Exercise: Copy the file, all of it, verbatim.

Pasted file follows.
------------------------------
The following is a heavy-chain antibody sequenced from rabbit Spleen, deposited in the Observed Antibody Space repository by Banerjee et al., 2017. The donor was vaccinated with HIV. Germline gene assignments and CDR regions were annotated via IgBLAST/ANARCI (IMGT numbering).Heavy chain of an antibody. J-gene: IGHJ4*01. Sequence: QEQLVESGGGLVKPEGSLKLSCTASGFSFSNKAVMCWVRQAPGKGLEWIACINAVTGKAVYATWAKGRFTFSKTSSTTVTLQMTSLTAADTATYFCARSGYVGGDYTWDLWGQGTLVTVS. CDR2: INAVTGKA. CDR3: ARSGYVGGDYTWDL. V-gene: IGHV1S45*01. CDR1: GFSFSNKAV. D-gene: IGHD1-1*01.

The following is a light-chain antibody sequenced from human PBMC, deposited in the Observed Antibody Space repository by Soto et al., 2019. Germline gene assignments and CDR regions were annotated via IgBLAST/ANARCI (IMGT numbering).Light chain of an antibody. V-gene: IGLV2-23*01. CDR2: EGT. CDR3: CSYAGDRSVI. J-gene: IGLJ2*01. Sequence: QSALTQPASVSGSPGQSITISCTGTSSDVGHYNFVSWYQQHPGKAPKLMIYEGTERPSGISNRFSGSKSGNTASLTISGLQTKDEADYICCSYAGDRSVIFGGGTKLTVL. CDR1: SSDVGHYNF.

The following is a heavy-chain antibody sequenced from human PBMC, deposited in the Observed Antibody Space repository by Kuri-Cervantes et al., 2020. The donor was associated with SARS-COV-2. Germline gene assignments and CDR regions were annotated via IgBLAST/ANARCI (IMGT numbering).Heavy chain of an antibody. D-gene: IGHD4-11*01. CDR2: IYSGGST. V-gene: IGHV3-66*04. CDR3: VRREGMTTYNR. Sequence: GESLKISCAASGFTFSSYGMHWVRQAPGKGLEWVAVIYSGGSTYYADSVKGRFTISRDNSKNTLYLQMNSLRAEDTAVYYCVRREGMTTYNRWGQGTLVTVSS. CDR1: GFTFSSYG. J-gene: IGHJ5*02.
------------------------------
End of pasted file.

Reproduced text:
The following is a heavy-chain antibody sequenced from rabbit Spleen, deposited in the Observed Antibody Space repository by Banerjee et al., 2017. The donor was vaccinated with HIV. Germline gene assignments and CDR regions were annotated via IgBLAST/ANARCI (IMGT numbering).Heavy chain of an antibody. J-gene: IGHJ4*01. Sequence: QEQLVESGGGLVKPEGSLKLSCTASGFSFSNKAVMCWVRQAPGKGLEWIACINAVTGKAVYATWAKGRFTFSKTSSTTVTLQMTSLTAADTATYFCARSGYVGGDYTWDLWGQGTLVTVS. CDR2: INAVTGKA. CDR3: ARSGYVGGDYTWDL. V-gene: IGHV1S45*01. CDR1: GFSFSNKAV. D-gene: IGHD1-1*01.

The following is a light-chain antibody sequenced from human PBMC, deposited in the Observed Antibody Space repository by Soto et al., 2019. Germline gene assignments and CDR regions were annotated via IgBLAST/ANARCI (IMGT numbering).Light chain of an antibody. V-gene: IGLV2-23*01. CDR2: EGT. CDR3: CSYAGDRSVI. J-gene: IGLJ2*01. Sequence: QSALTQPASVSGSPGQSITISCTGTSSDVGHYNFVSWYQQHPGKAPKLMIYEGTERPSGISNRFSGSKSGNTASLTISGLQTKDEADYICCSYAGDRSVIFGGGTKLTVL. CDR1: SSDVGHYNF.

The following is a heavy-chain antibody sequenced from human PBMC, deposited in the Observed Antibody Space repository by Kuri-Cervantes et al., 2020. The donor was associated with SARS-COV-2. Germline gene assignments and CDR regions were annotated via IgBLAST/ANARCI (IMGT numbering).Heavy chain of an antibody. D-gene: IGHD4-11*01. CDR2: IYSGGST. V-gene: IGHV3-66*04. CDR3: VRREGMTTYNR. Sequence: GESLKISCAASGFTFSSYGMHWVRQAPGKGLEWVAVIYSGGSTYYADSVKGRFTISRDNSKNTLYLQMNSLRAEDTAVYYCVRREGMTTYNRWGQGTLVTVSS. CDR1: GFTFSSYG. J-gene: IGHJ5*02.